In story-driven narrative video games, randomness often takes the same form as the tabletop roleplaying games I described earlier. Some story branches are locked away behind skill checks, or good and bad outcomes are decided by it. One of my favorite video games, ‘Disco Elysium’, takes this approach. You interact with people and objects through dialogue options and rolling skill checks now and then to unlock a new option.

A scene in Disco Elysium depicting the main character in his underwear while playing Petanque with old people and his sidekick
Play Disco Elysium, it’s really good!

Failing is often just as interesting as succeeding, and failure is a big theme in Disco Elysium. Still, in some critical moments, I’ve found myself wanting a good outcome and being unsatisfied with the bad one. The game allows you to save and load, and the dice roll is different each time you do, so there’s nothing stopping you from trying again and again. Your skills are also changed by outfits, so sometimes I found myself changing my wardrobe in front of people to have a better chance at succeeding a skill check. Doing that a couple of times can really take you out of the experience. You can retry some skill checks after you’ve leveled up your character as well, which really undermines the consequence of failing them in the first place.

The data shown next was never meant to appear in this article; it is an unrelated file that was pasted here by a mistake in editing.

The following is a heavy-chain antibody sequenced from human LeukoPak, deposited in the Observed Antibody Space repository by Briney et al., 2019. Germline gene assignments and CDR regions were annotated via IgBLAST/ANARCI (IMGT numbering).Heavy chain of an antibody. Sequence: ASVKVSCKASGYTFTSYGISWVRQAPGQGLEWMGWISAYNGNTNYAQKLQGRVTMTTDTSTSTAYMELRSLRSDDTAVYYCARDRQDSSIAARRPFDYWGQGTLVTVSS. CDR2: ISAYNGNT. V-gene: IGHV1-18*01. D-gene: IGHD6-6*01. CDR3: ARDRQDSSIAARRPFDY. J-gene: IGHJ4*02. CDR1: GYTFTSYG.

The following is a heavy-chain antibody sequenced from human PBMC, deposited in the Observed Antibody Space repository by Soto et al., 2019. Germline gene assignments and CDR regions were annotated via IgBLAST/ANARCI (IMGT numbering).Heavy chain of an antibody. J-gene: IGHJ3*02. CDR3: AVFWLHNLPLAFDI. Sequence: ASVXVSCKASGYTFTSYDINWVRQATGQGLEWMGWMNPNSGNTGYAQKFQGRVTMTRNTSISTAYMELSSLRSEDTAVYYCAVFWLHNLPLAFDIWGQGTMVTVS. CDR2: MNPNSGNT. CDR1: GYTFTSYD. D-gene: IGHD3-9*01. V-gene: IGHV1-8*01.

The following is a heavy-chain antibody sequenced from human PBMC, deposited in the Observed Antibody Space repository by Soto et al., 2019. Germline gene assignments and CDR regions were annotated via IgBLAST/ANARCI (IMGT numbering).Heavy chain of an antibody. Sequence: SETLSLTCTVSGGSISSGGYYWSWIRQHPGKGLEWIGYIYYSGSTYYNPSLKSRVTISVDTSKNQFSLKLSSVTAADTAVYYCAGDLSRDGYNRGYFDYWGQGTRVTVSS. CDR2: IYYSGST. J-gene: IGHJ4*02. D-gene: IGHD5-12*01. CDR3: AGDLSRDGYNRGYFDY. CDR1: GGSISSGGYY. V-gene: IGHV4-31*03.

Other games that have similar skill check interactions, like ‘Sunless Seas’ and ‘Sunless Skies’, automatically save the game whenever you get the results of the roll, forcing you to roll with the punches so to speak. Just like in the tabletop roleplaying games we talked about before, there is no going back and retrying. What’s different about these games is that the story is systemic, a design principle I talk about at length in this blog post. Each run of these games can be seen as a unique story with new characters, different goals, different skills, and a different end. Failing a roll is just another way to make your run unique.

For the latter examples, I think randomness is well suited to its style of storytelling, but for Disco Elysium and other traditional branching story video games, I often wonder if there might be a better alternative to the randomness of skill checks. An alternative that doesn’t involve grinding experience, changing your outfit or saving and loading a bunch of times to succeed.

How to not depend on randomness in narrative games.

So how can we get rid of those random elements, but keep the benefits of what they achieve? Let’s create an example of a game together. In this game, the player investigates a crime by finding evidence, questioning suspects, and going to places at the right time. Let’s say all of these interactions are done via dialogue options that are displayed in a list. When a player chooses a dialogue option, it will follow a unique branch of the story based on that choice.

For that, we want to keep the benefits of skill checks but do away with unpredictable randomness. A good way to go about removing randomness from your game is to see what purposes it serves in the first place, and then find a different solution for each one. Let’s do that now!

Risk

With dice roll skill checks, it is often implied that succeeding a check has a good outcome and failing a check a bad one. That risk builds the emotional load of joy and frustration. For our game, I propose that a skill check is only available if the player’s skill meets the number specified to succeed in a challenge. You can see it as a gate that locks a dialogue option where skill is the key to open it. This means there is no risk of failing because of unfair random numbers.